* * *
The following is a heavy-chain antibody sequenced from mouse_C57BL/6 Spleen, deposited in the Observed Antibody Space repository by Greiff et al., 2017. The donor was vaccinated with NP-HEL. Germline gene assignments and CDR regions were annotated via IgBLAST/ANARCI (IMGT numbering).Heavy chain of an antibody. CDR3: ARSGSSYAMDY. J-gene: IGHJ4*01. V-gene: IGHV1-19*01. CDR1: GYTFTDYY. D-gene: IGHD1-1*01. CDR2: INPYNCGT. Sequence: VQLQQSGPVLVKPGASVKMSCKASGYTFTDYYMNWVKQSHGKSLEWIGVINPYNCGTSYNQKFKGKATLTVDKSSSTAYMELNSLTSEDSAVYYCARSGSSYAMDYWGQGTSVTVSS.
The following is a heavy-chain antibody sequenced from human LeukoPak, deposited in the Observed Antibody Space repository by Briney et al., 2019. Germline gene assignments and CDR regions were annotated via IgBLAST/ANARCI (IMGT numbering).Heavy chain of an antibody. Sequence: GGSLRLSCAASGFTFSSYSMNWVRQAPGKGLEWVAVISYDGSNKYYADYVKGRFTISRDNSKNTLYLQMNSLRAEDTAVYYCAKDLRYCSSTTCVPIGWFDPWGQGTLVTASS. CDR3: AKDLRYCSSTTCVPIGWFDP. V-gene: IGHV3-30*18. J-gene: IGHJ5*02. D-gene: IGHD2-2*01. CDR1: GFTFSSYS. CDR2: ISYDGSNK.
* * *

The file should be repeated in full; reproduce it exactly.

The following is a heavy-chain antibody sequenced from mouse_C57BL/6 Spleen, deposited in the Observed Antibody Space repository by Greiff et al., 2017. The donor was vaccinated with NP-HEL. Germline gene assignments and CDR regions were annotated via IgBLAST/ANARCI (IMGT numbering).Heavy chain of an antibody. CDR3: ARSGSSYAMDY. J-gene: IGHJ4*01. V-gene: IGHV1-19*01. CDR1: GYTFTDYY. D-gene: IGHD1-1*01. CDR2: INPYNCGT. Sequence: VQLQQSGPVLVKPGASVKMSCKASGYTFTDYYMNWVKQSHGKSLEWIGVINPYNCGTSYNQKFKGKATLTVDKSSSTAYMELNSLTSEDSAVYYCARSGSSYAMDYWGQGTSVTVSS.
The following is a heavy-chain antibody sequenced from human LeukoPak, deposited in the Observed Antibody Space repository by Briney et al., 2019. Germline gene assignments and CDR regions were annotated via IgBLAST/ANARCI (IMGT numbering).Heavy chain of an antibody. Sequence: GGSLRLSCAASGFTFSSYSMNWVRQAPGKGLEWVAVISYDGSNKYYADYVKGRFTISRDNSKNTLYLQMNSLRAEDTAVYYCAKDLRYCSSTTCVPIGWFDPWGQGTLVTASS. CDR3: AKDLRYCSSTTCVPIGWFDP. V-gene: IGHV3-30*18. J-gene: IGHJ5*02. D-gene: IGHD2-2*01. CDR1: GFTFSSYS. CDR2: ISYDGSNK.